How to Get Sole Custody in Oklahoma
The reason why most people file for divorce is that their marriage is not working out and is no longer meeting their needs or making them happy. Your decision to divorce may or may not be mutual with your prospective ex-partner, and if you have children, the divorce process can be highly contentious and emotional. This is especially true if one or both parties are seeking sole custody of the children.
Simply being angry at your spouse after a tumultuous marriage is not going to be sufficient reason to be awarded sole custody of children. In Oklahoma, the courts place priority on what situation is ultimately best for the children’s interests. So even though you may have reason to despise your ex, that does not mean that your children will benefit from not having your ex in their life or having limited access to them.
To learn more about what situations may warrant sole custody in Oklahoma, the Oklahoma City family law attorney at the Putnam Law Office can help.
Reasons for Sole Custody in Oklahoma
If you are awarded sole child custody in Oklahoma, you may have either physical sole custody or physical and legal custody of your children. Physical sole custody means that your children live with you exclusively. Legal custody is your right to make decisions regarding how your children will be raised. In some situations, it is clear that sole custody, whether physical or physical and legal, is necessary. In others, though, it can be ambiguous, and a court will always want to ideally keep both parents in the lives of their children when possible. Therefore, depending on your situation, getting sole custody could be a challenge.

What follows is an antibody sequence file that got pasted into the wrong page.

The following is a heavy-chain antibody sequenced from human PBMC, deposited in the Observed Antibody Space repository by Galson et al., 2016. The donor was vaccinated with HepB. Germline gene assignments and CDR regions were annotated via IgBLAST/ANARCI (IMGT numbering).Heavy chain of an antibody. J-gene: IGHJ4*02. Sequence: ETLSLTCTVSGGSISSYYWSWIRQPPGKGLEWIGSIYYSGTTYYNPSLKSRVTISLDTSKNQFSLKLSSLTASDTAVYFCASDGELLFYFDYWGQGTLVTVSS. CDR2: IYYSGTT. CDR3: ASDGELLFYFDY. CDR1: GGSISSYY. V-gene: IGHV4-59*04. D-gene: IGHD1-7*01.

The court will look at many things to determine custody arrangements. These would include
- What the parents want.
- What the children want.
- The stability and financial health of each parent.
- The home environment each parent can provide.
- The relationship children have with extended family.
- Misconduct, criminality, or abuse.
- The nature of the living arrangements.
In situations where there is documented domestic violence, child neglect, or abuse by one spouse, the other may be granted sole custody to keep the children out of harm’s way. This may result in one parent losing custody rights completely.
Potentially one parent is determined to be unfit. If a person has a serious mental deficiency, is incompetent, or is incapacitated, this, too, could be a reason for awarding sole custody.
It is essential to have the documentation and evidence to show that one parent is better suited for caring for children entirely than the other. The court will not take this decision lightly, so robust evidence will be necessary.
Speak with a Divorce Attorney at the Putnam Law Office
If you believe that your children should be with you and your ex should have limited access or no interaction with them at all, you will need aggressive and experienced legal support to advocate on your behalf. Call the Putnam Law Office to schedule a free consultation at (405) 849-9149.